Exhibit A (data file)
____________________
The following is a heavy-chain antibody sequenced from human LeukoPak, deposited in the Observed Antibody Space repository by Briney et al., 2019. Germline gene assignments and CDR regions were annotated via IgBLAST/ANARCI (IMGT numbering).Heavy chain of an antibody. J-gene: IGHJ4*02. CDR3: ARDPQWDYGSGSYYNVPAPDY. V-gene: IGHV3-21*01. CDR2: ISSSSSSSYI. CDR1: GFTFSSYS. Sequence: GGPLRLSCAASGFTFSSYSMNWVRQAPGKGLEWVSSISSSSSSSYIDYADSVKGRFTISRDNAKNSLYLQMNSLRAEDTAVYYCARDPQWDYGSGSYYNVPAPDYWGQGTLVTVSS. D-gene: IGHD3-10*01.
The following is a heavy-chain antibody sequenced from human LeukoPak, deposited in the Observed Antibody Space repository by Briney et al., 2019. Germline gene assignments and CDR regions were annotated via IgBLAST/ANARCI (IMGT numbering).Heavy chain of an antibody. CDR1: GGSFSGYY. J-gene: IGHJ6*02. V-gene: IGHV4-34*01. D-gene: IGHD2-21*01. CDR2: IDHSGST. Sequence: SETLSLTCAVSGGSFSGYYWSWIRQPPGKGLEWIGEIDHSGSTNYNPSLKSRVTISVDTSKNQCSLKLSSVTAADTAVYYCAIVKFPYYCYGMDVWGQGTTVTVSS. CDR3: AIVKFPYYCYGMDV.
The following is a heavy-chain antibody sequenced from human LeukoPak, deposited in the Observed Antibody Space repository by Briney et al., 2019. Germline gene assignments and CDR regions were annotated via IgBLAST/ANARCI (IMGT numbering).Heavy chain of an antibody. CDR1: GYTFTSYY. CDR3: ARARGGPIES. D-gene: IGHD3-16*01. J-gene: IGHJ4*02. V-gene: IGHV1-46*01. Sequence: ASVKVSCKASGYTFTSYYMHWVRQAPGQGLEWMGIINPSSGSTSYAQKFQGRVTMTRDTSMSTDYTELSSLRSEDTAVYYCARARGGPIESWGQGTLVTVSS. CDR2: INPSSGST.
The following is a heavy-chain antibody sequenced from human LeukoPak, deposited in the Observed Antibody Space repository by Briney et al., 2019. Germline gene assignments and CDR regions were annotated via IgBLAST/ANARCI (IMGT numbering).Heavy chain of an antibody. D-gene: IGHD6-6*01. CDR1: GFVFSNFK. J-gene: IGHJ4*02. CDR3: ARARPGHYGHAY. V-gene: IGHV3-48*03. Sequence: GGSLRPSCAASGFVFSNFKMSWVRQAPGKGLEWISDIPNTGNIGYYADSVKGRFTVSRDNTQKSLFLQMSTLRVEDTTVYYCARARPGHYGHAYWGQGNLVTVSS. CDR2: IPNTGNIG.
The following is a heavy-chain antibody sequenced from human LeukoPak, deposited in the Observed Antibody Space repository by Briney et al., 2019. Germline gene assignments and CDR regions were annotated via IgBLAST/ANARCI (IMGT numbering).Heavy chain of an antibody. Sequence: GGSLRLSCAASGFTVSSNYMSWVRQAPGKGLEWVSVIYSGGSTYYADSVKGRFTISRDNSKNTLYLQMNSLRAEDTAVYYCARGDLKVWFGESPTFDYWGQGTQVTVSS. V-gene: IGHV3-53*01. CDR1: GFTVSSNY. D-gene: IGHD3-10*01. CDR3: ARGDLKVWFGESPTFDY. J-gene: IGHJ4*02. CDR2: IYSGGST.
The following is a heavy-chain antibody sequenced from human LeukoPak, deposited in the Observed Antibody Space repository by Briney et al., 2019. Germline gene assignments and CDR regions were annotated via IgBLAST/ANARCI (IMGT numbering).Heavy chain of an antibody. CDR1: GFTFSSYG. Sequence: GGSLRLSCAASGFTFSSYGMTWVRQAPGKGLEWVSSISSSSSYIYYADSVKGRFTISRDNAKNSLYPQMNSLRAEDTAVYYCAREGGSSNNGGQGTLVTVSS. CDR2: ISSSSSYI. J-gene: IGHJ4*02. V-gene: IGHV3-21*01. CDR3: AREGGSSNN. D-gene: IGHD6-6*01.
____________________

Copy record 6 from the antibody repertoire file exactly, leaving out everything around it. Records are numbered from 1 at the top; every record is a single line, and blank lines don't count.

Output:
The following is a heavy-chain antibody sequenced from human LeukoPak, deposited in the Observed Antibody Space repository by Briney et al., 2019. Germline gene assignments and CDR regions were annotated via IgBLAST/ANARCI (IMGT numbering).Heavy chain of an antibody. CDR1: GFTFSSYG. Sequence: GGSLRLSCAASGFTFSSYGMTWVRQAPGKGLEWVSSISSSSSYIYYADSVKGRFTISRDNAKNSLYPQMNSLRAEDTAVYYCAREGGSSNNGGQGTLVTVSS. CDR2: ISSSSSYI. J-gene: IGHJ4*02. V-gene: IGHV3-21*01. CDR3: AREGGSSNN. D-gene: IGHD6-6*01.